I prefer to cook with cast iron. It is easy to clean and you have to make a real effort to burn anything with cast iron. I once thought it impossible to burn food with cast iron, but then I met my college roommate. My mom cooked with cast iron, too. She also cooked on a wood stove and cast-iron is really the way to go when you’re cooking with wood. We had a wood stove in the basement until my last year in college, and we cooked and canned a lot on that thing.

So of course, I was interested in reading Cast-Iron Cooking by Rachael Narins. It’s a beautiful cookbook with big, full-page photos in rich, saturated colors. The photos are informal and reassuringly imperfect. There’s even oil in the pan of fried chicken and the tofu and mushrooms. They actually show the fat in the photos. Such verisimilitude is rare in our diet-conscious, wipe-that-drip-with-a-towel world of perfect pristine plating.

The cookbook begins with information on the types of cast-iron cookware, their uses and how to season and maintain your cast-iron. It correctly reassures novices with cast-iron that yes, they can use soap and water, avoiding the false myths that advise never washing your cast-iron pans. So not true!

The rest of the book is organized by meals, Breakfast, Lunch and Dinner, Snack and Desserts. There are many delicious recipes, some old favorites and quite a few things I had not thought about making in cast-iron, particularly the desserts. I know my Uncle Hubert like to make his gingerbread cake in a cast-iron fry pan, but I thought it was just him. On the contrary, Narins is cooking all sorts of things, even s’mores. I know this will make me sound un-American, but I have never had a s’more. Even that pretty picture could not make them tempting. On the other hand, the hot and spicy gingerbread made me miss Uncle Hubert. She also shares the secret to Persian Rice and the crispy tahdig that makes it so special.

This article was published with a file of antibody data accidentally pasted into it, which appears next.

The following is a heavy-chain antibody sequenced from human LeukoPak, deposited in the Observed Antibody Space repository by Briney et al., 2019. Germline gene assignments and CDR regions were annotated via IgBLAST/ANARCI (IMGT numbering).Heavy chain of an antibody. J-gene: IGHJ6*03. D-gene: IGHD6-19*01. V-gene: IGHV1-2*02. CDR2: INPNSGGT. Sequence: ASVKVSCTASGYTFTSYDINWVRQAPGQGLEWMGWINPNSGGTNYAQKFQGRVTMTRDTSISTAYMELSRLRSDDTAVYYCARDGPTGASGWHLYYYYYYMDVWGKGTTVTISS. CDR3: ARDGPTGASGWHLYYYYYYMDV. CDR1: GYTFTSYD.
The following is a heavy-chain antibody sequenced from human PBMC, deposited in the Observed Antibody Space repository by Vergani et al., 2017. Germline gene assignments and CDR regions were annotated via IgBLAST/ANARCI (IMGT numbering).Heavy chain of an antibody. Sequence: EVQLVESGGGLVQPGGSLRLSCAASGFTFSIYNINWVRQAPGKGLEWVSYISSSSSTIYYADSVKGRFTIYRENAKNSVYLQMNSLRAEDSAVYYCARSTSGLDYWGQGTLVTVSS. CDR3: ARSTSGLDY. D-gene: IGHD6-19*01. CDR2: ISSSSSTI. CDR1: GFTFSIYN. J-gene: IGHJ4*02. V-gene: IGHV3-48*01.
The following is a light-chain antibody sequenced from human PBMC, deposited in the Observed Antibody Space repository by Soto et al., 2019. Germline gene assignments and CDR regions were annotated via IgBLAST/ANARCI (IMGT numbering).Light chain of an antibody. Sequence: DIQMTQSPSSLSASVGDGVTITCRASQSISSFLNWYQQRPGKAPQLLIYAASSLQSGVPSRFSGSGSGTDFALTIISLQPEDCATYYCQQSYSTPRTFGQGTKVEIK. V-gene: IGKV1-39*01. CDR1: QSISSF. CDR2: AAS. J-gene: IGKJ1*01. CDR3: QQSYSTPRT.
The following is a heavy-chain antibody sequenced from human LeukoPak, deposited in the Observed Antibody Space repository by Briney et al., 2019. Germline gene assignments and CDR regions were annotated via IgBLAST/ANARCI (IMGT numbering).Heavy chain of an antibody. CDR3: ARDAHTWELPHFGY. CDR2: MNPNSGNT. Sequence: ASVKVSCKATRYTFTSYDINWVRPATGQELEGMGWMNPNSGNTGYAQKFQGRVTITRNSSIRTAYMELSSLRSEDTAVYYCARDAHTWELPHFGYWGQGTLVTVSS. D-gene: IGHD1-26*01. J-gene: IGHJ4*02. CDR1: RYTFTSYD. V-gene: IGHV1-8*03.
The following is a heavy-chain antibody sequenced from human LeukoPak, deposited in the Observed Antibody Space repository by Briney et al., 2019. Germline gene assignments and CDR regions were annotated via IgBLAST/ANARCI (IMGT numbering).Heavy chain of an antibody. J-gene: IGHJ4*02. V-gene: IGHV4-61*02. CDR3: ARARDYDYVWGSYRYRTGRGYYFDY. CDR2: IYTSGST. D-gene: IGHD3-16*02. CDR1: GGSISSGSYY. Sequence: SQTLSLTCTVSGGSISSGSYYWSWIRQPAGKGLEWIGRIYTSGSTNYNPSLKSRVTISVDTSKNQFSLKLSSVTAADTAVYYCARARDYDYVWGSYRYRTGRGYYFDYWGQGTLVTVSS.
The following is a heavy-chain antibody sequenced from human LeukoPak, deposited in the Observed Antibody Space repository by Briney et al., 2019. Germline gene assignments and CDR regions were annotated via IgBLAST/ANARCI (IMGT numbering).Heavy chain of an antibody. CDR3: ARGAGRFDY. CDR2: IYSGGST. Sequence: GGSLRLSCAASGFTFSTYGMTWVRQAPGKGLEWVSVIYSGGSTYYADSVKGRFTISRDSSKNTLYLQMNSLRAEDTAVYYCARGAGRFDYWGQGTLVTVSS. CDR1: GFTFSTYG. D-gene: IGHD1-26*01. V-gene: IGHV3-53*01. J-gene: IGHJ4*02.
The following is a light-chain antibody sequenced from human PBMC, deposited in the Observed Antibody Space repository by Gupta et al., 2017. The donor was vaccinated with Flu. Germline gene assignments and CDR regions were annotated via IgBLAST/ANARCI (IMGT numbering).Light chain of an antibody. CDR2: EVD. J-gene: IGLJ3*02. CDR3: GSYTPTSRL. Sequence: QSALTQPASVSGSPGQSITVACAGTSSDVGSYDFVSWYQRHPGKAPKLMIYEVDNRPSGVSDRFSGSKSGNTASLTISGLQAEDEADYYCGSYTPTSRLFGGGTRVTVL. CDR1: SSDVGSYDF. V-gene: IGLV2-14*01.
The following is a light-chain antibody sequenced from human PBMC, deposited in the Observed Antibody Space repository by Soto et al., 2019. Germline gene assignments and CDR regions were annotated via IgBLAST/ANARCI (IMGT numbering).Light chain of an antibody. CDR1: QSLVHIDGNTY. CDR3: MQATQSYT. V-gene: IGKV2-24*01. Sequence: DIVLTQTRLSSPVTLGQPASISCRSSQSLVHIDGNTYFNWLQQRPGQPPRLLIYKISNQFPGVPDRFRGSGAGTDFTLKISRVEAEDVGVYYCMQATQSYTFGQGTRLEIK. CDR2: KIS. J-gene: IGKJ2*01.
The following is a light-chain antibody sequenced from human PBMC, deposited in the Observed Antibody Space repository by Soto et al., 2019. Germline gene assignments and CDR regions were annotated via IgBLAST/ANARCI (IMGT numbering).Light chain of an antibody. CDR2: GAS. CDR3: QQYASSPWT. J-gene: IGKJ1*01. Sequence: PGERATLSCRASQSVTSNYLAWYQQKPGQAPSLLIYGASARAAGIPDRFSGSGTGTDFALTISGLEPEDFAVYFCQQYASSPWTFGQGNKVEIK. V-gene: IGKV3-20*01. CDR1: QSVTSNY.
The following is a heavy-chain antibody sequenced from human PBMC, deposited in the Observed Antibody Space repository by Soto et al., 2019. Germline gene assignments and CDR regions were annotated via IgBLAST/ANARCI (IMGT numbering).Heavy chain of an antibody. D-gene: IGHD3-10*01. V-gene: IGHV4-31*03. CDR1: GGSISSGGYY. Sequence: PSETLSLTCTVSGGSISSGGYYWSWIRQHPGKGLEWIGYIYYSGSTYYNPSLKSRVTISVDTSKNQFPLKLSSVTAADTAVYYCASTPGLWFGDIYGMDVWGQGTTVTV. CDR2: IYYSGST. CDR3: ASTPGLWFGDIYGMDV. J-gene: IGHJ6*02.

People avoid cast-iron thinking that this or that nonstick latest super-secret-special-coating cookware will be a better option. It never is. I am glad Narins mentions that cooking with cast-iron can add small amounts of iron to your blood. This is not folklore, just ask the NIH. This book also helps you understand how cooking with cast iron changes the cooking time. Narins also busts the myth that cast-iron provides even heat. Alas, it does not, but it sure provides long-lasting heat.


Cast-Iron Cooking is a good cookbook for those who are new to cast-iron. It demonstrates how versatile cast-iron cooking can be. Narins provides accurate information about how it works and how to take care of it. No false folklore is left standing, but solid good advice. The recipes are delicious and well-explained. They range from very simple breakfasts to long, slow-cooked stews. It’s all yummy, a feast for the eyes as well as the stomach.

Cast-Iron Cooking will be released August 9th. I received an e-galley from the publisher through Net Galley.